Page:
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> Would your vote change in a different part of the UK?
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Andrew.
post Nov 26 2017, 06:31 PM
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this is something I find interesting, obvs I couldn't vote for the party I do anywhere else in the UK but although it doesn't really matter I have wondered what I'd vote if I was somewhere else. Discuss!!

England: I'm so disappointed in Labour's Brexit policy but I'd still vote for them in a marginal between them and the tories as they're obvs better, otherwise I'd vote Green or Lib Dem in a Lib Dem marginal or if there was no Green!
Wales: Plaid Cymru
Northern Ireland: I know the basic's of NI politics (SDLP and Sinn Fein are pro united Ireland with SF being the more extreme, UUP and DUP pro UK and DUP is more extreme/right wing and Alliance tends to be neutral and Lib Dem-ish I think) but not nearly enough to say what I'd vote there!

(ignore the poll, I posted the topic accidentally before I'd finished!)


This post has been edited by Chez Wombat: Nov 26 2017, 07:39 PM
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5 Silas FrÝkner
post Nov 26 2017, 06:52 PM
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I recently had to cross this bridge. I did vote labour in the end. My local MP is alright and thereís f*** all point in voting for anyone but labour here
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Queef of Skreech
post Nov 26 2017, 06:55 PM
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I'd probably vote Labour everywhere, except maybe in Scotland where I'd vote for SNP some elections depending on the choice - i.e, Miliband.
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Brett-Butler
post Nov 26 2017, 07:26 PM
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Most likely Labour if I were voting in the rest of Great Britain, although would very much depend on the candidate in question.
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vidcapper
post Nov 26 2017, 07:31 PM
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Living in Cheltenham there's zero point in voting Labour, but a few miles away in Gloucester they can win in their good years - so that's a 'maybe'.
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Liаm
post Nov 26 2017, 07:31 PM
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I certainly wouldn't vote Labour in Scotland laugh.gif
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Queef of Skreech
post Nov 26 2017, 07:33 PM
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I'd also tactically vote if the seat needed it, like to keep Zac Goldsmith out
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5 Silas FrÝkner
post Nov 26 2017, 08:10 PM
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QUOTE(Liаm @ Nov 26 2017, 07:31 PM) *
I certainly wouldn't vote Labour in Scotland laugh.gif

Yeah you may as well vote Tory. Same result
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Harve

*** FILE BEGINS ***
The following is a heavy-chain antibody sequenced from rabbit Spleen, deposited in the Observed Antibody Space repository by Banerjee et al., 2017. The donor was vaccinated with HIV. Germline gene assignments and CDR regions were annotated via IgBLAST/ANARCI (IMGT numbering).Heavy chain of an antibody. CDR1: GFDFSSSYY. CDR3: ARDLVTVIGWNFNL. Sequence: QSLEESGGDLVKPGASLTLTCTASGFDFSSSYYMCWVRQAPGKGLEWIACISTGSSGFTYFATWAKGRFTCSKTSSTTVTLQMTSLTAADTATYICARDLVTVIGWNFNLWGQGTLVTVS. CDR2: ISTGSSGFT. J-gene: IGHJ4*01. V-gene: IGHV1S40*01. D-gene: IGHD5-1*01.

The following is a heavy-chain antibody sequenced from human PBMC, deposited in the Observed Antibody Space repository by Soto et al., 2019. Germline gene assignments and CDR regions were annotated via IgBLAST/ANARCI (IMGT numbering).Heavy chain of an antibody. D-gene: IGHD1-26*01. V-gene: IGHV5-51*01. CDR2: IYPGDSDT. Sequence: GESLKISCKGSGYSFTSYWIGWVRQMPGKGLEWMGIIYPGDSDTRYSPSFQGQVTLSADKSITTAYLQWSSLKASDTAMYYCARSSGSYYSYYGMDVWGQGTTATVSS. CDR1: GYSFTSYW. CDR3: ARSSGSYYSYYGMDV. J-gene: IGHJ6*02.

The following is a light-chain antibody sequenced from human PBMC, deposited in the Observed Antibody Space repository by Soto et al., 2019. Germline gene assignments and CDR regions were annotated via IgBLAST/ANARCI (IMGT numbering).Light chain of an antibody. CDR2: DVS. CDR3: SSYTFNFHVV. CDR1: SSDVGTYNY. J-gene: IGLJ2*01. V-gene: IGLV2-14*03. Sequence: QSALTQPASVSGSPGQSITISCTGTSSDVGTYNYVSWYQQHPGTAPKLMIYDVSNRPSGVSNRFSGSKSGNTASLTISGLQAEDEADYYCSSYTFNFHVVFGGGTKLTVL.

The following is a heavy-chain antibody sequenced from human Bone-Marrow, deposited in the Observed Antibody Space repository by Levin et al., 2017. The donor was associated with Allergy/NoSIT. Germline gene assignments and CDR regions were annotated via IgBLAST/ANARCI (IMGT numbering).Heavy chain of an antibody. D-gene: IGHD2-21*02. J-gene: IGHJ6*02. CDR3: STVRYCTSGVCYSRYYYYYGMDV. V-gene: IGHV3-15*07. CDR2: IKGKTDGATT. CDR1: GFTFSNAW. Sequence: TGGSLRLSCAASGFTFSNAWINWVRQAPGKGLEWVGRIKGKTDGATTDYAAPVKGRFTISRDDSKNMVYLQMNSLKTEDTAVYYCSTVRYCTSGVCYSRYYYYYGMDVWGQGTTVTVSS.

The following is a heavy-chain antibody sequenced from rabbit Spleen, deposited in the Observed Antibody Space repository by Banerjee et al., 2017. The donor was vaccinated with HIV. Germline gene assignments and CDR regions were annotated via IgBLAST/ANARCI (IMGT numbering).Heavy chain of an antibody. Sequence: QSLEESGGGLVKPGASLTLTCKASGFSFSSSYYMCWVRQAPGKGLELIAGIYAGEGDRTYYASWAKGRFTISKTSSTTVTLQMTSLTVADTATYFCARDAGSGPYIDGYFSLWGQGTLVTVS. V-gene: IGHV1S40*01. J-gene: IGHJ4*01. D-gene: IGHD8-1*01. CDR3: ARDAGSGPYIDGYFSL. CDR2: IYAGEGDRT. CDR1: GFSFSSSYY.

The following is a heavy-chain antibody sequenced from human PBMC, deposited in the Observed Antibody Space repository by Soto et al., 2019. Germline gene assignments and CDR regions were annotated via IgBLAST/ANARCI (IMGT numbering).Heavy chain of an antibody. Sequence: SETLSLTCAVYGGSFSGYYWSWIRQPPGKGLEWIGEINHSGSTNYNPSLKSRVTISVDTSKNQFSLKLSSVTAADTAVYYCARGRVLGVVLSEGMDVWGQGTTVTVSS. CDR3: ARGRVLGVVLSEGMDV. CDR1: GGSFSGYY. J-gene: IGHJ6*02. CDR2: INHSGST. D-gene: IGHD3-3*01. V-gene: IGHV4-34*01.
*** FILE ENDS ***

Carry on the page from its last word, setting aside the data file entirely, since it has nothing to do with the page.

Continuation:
post Nov 26 2017, 09:55 PM
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I'd vote for the not-Tory candidate in England or Wales. Not that the Lib Dems and Labour are the same, but I believe there's three Lib-Labour marginals and they're all student seats (Sheffield Hallam, Leeds North West, Cambridge), so you don't really need to choose between them for voting purposes.

In NI I'd vote SDLP or Alliance. Maybe Plaid in Wales.


This post has been edited by Harve: Nov 26 2017, 09:56 PM
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Soy AdriŠn
post Nov 26 2017, 10:46 PM
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I've never had to vote anything other than Labour due to the seats I've lived in. There's a handful (Richmond, Lewes, Westmorland) where I would consider voting Lib Dem to keep the Tories out. The fact that doing so could technically get me kicked out of the party is yet another showcase of how nonsensical First Past the Post is.
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Andrew.
post Nov 26 2017, 10:52 PM
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QUOTE(Soy AdriŠn @ Nov 26 2017, 10:46 PM) *
I've never had to vote anything other than Labour due to the seats I've lived in. There's a handful (Richmond, Lewes, Westmorland) where I would consider voting Lib Dem to keep the Tories out. The fact that doing so could technically get me kicked out of the party is yet another showcase of how nonsensical First Past the Post is.

I'd really love England to go to the system in Scotland/Wales but it's unlikely given there'd have to be either a massive increase in seats or a massive decline in constituency seats. Tbf, this last election wasn't as bad in terms of proportionality as previous ones, obviously the Tories/DUP getting a majority of seats despite the vast majority of the voters opposing them is awful. In Scotland the vote share and seats vote share of each party roughly matches up in most cases, in Wales not so much but that's because they weighted it so there were double the constituency than list seats.
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Queef of Skreech
post Nov 26 2017, 11:18 PM